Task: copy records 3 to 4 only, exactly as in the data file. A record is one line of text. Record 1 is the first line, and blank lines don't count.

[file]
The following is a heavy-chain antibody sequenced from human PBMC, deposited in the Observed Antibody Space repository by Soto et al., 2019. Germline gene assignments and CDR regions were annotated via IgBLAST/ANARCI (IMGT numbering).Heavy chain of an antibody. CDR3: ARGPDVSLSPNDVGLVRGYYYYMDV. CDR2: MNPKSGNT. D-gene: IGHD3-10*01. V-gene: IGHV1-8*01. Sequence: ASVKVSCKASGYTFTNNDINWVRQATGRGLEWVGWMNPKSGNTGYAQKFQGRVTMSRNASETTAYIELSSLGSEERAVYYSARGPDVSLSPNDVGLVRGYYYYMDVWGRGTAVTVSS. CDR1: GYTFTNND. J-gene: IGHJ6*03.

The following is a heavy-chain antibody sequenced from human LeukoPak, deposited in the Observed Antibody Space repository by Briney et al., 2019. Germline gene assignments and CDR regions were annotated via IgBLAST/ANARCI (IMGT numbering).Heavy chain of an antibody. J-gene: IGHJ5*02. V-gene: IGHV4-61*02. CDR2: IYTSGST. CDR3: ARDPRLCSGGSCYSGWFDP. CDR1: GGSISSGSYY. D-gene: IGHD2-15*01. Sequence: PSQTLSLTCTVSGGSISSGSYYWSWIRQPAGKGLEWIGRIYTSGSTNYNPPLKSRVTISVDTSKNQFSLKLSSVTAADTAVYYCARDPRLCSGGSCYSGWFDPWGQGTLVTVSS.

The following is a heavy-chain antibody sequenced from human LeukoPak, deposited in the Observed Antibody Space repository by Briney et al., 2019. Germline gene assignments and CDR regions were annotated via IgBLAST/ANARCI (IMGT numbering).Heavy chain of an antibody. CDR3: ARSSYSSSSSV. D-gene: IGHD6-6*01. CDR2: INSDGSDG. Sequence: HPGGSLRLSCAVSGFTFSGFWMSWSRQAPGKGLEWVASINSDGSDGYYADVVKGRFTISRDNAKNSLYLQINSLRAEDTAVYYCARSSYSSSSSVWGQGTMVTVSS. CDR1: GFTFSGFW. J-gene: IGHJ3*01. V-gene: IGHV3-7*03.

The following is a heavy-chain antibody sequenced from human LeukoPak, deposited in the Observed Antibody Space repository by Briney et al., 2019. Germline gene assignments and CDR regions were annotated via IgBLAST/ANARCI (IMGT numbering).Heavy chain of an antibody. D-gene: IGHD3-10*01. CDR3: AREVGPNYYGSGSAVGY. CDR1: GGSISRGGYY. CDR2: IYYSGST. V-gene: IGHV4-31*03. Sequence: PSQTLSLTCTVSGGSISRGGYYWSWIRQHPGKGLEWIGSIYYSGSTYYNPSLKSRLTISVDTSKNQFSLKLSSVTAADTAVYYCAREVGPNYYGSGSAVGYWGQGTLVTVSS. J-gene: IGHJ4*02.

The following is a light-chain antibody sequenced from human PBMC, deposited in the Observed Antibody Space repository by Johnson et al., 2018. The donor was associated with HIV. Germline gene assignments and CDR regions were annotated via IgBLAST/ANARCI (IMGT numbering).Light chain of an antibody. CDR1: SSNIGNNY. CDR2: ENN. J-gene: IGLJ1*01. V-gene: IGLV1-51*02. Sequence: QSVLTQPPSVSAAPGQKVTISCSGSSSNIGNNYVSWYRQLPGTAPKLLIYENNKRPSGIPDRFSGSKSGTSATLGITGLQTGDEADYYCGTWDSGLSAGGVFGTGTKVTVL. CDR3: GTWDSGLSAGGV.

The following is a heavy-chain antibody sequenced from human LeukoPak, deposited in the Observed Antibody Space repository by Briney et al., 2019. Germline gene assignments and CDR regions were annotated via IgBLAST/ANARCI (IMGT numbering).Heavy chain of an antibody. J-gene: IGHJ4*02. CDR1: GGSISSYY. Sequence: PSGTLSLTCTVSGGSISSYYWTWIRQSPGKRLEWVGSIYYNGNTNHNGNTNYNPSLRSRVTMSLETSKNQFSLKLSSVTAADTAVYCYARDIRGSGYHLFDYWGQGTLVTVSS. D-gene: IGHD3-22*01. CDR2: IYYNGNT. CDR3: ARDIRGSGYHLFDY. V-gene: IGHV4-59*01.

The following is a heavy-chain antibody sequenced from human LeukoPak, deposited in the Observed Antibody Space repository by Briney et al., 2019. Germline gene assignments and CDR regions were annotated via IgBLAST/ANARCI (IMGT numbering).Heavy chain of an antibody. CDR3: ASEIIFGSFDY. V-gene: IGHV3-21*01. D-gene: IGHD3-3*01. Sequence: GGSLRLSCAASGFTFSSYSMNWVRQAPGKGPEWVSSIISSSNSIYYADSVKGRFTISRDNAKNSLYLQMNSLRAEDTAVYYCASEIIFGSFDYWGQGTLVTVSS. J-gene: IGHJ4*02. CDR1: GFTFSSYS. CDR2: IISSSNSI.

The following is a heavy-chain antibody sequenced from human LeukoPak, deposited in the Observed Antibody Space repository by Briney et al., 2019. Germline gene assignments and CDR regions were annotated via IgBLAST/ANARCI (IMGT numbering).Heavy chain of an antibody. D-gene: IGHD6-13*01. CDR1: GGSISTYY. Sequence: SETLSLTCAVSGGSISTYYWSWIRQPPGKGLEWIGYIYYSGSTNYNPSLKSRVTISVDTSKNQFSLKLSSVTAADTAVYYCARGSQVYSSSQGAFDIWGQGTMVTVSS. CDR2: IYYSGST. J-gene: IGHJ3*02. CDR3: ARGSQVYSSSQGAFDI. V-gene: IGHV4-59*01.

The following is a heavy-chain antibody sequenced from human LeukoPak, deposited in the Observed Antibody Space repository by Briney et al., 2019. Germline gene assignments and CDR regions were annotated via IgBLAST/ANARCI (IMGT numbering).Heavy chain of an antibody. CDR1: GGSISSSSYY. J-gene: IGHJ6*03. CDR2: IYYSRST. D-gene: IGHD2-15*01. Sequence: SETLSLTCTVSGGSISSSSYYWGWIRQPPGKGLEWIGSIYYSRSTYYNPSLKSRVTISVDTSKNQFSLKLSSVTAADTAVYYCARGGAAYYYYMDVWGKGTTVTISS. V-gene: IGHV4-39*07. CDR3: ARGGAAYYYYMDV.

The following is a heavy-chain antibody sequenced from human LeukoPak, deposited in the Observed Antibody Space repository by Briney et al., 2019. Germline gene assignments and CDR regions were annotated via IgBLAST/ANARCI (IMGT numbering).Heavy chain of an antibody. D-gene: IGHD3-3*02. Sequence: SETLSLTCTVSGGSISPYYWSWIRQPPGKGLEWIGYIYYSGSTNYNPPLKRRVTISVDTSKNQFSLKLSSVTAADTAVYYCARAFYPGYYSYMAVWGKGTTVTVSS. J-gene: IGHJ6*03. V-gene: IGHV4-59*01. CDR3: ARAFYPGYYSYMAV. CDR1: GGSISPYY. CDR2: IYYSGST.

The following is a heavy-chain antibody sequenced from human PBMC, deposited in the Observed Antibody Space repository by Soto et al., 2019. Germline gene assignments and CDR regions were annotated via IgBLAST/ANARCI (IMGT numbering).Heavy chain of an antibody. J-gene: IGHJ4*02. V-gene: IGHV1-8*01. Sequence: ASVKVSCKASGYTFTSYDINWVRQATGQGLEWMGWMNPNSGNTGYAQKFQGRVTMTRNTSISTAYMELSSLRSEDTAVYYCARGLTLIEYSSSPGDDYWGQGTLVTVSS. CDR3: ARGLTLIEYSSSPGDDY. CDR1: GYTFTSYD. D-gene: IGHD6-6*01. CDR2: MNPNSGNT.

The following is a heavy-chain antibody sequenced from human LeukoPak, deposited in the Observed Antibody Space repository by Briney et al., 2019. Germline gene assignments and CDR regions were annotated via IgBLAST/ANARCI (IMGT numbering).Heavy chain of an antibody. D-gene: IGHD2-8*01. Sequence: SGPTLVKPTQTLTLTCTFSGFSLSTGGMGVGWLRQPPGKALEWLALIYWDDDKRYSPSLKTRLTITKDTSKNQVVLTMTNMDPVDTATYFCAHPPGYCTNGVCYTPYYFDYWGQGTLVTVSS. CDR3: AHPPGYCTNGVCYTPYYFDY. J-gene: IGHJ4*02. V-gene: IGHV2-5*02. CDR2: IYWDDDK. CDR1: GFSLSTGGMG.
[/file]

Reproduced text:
The following is a heavy-chain antibody sequenced from human LeukoPak, deposited in the Observed Antibody Space repository by Briney et al., 2019. Germline gene assignments and CDR regions were annotated via IgBLAST/ANARCI (IMGT numbering).Heavy chain of an antibody. CDR3: ARSSYSSSSSV. D-gene: IGHD6-6*01. CDR2: INSDGSDG. Sequence: HPGGSLRLSCAVSGFTFSGFWMSWSRQAPGKGLEWVASINSDGSDGYYADVVKGRFTISRDNAKNSLYLQINSLRAEDTAVYYCARSSYSSSSSVWGQGTMVTVSS. CDR1: GFTFSGFW. J-gene: IGHJ3*01. V-gene: IGHV3-7*03.

The following is a heavy-chain antibody sequenced from human LeukoPak, deposited in the Observed Antibody Space repository by Briney et al., 2019. Germline gene assignments and CDR regions were annotated via IgBLAST/ANARCI (IMGT numbering).Heavy chain of an antibody. D-gene: IGHD3-10*01. CDR3: AREVGPNYYGSGSAVGY. CDR1: GGSISRGGYY. CDR2: IYYSGST. V-gene: IGHV4-31*03. Sequence: PSQTLSLTCTVSGGSISRGGYYWSWIRQHPGKGLEWIGSIYYSGSTYYNPSLKSRLTISVDTSKNQFSLKLSSVTAADTAVYYCAREVGPNYYGSGSAVGYWGQGTLVTVSS. J-gene: IGHJ4*02.